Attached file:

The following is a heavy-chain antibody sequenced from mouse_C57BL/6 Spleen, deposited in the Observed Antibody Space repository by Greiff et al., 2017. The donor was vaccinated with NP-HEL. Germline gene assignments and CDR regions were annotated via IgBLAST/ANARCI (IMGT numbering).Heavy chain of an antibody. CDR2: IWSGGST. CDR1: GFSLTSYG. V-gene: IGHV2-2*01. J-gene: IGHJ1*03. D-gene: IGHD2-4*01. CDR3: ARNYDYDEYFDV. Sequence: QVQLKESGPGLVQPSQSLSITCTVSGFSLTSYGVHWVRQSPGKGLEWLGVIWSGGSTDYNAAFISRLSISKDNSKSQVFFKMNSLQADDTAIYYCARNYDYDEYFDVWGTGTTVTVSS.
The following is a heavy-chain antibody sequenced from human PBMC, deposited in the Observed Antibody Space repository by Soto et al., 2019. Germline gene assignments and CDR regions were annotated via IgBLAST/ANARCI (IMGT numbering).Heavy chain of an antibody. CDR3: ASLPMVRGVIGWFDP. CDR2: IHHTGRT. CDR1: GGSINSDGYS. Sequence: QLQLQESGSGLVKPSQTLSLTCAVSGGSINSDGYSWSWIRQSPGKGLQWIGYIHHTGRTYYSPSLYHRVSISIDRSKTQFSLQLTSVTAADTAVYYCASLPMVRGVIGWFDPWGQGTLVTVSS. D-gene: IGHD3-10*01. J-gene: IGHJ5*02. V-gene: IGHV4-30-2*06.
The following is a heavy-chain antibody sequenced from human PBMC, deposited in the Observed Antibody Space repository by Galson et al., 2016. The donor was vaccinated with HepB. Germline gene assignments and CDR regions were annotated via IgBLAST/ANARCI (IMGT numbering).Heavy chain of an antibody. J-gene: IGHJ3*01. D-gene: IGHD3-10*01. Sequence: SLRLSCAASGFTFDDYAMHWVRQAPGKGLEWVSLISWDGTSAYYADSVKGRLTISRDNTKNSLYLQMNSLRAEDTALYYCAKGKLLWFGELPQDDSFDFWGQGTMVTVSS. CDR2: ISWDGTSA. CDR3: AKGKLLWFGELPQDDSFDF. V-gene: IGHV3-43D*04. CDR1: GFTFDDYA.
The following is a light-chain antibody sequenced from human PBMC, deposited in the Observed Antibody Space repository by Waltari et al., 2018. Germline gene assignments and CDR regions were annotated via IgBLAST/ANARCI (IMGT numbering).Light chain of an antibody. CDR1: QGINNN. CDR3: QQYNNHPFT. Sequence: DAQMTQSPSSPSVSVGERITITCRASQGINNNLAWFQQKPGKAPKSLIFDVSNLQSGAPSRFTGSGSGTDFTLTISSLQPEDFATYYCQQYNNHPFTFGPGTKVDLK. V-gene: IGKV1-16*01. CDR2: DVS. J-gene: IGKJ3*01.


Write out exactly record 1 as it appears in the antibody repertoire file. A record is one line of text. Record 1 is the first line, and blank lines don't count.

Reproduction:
The following is a heavy-chain antibody sequenced from mouse_C57BL/6 Spleen, deposited in the Observed Antibody Space repository by Greiff et al., 2017. The donor was vaccinated with NP-HEL. Germline gene assignments and CDR regions were annotated via IgBLAST/ANARCI (IMGT numbering).Heavy chain of an antibody. CDR2: IWSGGST. CDR1: GFSLTSYG. V-gene: IGHV2-2*01. J-gene: IGHJ1*03. D-gene: IGHD2-4*01. CDR3: ARNYDYDEYFDV. Sequence: QVQLKESGPGLVQPSQSLSITCTVSGFSLTSYGVHWVRQSPGKGLEWLGVIWSGGSTDYNAAFISRLSISKDNSKSQVFFKMNSLQADDTAIYYCARNYDYDEYFDVWGTGTTVTVSS.